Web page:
The National Labor Relations Board ruled Tuesday that graduate assistants at Columbia University are eligible to unionize, a highly anticipated decision that will reverberate throughout higher education.
In its 3-1 ruling, the board upended a 2004 decision that argued graduate students are primarily at school to learn, not to work, and therefore shouldn’t be considered “employees.” The current board took an axe to that earlier ruling, declaring that grad students who teach and do research are indeed employees under the law and should be able to bargain collectively if they want to.
It doesn’t matter if grad students are there to be educated, the majority of three Democrats said. What matters is they are also doing work and being compensated for it ― which makes them employees.
“A graduate student may be both a student and an employee; a university may be both the student’s educator and employer,” they wrote. (The full ruling can be read here.)
Many grad students at public universities already have the right to unionize, if they are subject to their own state laws that allow it. But the decision issued Tuesday could impact private schools throughout the country, spurring graduate students elsewhere to pursue organizing campaigns with unions.
The Columbia grad students are represented by a local branch of the United Auto Workers, which, despite being known for its Detroit roots, has been organizing on campuses for years. So have the American Federation of Teachers and the Service Employees International Union, among others.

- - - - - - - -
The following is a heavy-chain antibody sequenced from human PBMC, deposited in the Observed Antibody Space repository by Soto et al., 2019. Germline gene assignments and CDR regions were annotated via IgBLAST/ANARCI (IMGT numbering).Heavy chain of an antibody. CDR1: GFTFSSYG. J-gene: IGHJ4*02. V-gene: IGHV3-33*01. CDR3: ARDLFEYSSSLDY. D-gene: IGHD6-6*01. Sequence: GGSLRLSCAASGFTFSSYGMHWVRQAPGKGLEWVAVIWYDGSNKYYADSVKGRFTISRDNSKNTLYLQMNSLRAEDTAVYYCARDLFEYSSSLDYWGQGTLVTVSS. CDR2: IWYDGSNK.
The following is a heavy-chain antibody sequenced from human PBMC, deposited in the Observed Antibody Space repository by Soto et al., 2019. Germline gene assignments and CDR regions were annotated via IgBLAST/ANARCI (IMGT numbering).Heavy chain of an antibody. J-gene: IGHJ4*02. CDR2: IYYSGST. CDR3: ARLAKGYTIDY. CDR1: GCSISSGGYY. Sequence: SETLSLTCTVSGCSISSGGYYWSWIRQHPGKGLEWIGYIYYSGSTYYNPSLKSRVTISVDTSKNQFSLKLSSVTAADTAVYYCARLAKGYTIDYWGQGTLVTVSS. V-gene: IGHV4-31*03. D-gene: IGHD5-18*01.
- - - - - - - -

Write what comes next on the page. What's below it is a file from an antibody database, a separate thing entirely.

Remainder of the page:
In opposing the campaign, Columbia found the backing of several other schools, including the entire Ivy League.
Given the seriousness of the case, the board took the rare step of issuing a statement to address the decision.
“For 45 years, the National Labor Relations Board has exercised jurisdiction over private, nonprofit universities such as Columbia,” it said in the statement. “In that time, the Board has had frequent cause to apply the [law] to faculty in the university setting, which has been upheld by the Supreme Court.”
Philip A. Miscimarra, the board’s lone sitting Republican, issued a dissent saying that his colleagues erred in overturning the earlier ruling, which involved Brown University. Miscimarra argued that union rights could transform the relationship between students and their school, and not necessarily for the better.
“Collective bargaining often produces short-term winners and losers, and a student assistant in some cases may receive some type of transient benefit as a result of collective bargaining pursuant to today’s decision,” he wrote. “Yet there are no guarantees, and they might end up worse off.”
The board’s Democratic majority of recent years has tended to side with unions over employers in contentious cases, bringing the wrath of congressional Republicans and business groups. The board usually consists of five members ― three from the party of the sitting president, and two from across the aisle. The seat of the second Republican has not been filled since it was vacated last year.